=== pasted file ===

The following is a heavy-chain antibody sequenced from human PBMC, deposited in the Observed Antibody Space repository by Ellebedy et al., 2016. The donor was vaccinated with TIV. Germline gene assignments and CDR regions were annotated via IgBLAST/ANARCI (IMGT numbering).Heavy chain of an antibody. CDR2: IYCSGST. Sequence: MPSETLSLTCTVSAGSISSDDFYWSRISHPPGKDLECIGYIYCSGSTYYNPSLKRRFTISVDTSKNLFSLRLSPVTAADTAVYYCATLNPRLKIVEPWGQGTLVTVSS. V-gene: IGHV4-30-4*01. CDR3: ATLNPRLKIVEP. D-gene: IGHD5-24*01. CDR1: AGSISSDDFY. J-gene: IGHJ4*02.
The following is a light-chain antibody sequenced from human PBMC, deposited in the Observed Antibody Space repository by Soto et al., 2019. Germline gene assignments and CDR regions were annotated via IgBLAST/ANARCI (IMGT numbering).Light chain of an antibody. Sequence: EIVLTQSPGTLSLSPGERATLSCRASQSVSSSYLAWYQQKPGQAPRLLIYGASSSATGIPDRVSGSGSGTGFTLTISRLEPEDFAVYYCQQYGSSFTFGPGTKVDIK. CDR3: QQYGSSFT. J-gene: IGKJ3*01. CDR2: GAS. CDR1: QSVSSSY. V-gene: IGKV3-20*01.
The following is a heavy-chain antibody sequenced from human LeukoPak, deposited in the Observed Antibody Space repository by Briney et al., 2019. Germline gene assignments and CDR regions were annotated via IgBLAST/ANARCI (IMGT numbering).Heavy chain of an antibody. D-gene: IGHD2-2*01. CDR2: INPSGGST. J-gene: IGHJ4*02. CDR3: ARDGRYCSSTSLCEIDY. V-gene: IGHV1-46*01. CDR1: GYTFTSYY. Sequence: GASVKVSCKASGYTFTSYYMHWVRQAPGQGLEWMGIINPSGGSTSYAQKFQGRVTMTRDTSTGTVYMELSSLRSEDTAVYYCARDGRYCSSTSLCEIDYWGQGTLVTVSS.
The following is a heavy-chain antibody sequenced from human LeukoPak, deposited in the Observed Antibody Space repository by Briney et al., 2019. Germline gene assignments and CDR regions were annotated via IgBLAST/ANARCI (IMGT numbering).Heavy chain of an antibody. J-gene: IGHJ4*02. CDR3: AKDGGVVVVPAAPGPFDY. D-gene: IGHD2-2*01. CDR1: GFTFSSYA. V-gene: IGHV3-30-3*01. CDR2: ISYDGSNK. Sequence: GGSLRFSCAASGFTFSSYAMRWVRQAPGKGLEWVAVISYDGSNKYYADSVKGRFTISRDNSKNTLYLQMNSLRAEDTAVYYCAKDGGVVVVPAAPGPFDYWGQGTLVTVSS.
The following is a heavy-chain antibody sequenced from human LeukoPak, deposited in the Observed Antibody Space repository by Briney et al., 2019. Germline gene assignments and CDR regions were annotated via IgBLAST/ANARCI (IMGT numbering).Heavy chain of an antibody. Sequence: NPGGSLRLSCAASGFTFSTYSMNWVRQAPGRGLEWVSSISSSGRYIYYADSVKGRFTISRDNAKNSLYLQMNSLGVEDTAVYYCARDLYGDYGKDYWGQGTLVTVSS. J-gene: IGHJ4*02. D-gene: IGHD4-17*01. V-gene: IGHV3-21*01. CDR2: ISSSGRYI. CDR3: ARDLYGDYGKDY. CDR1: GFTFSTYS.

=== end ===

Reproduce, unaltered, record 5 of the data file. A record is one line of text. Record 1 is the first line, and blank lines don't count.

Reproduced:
The following is a heavy-chain antibody sequenced from human LeukoPak, deposited in the Observed Antibody Space repository by Briney et al., 2019. Germline gene assignments and CDR regions were annotated via IgBLAST/ANARCI (IMGT numbering).Heavy chain of an antibody. Sequence: NPGGSLRLSCAASGFTFSTYSMNWVRQAPGRGLEWVSSISSSGRYIYYADSVKGRFTISRDNAKNSLYLQMNSLGVEDTAVYYCARDLYGDYGKDYWGQGTLVTVSS. J-gene: IGHJ4*02. D-gene: IGHD4-17*01. V-gene: IGHV3-21*01. CDR2: ISSSGRYI. CDR3: ARDLYGDYGKDY. CDR1: GFTFSTYS.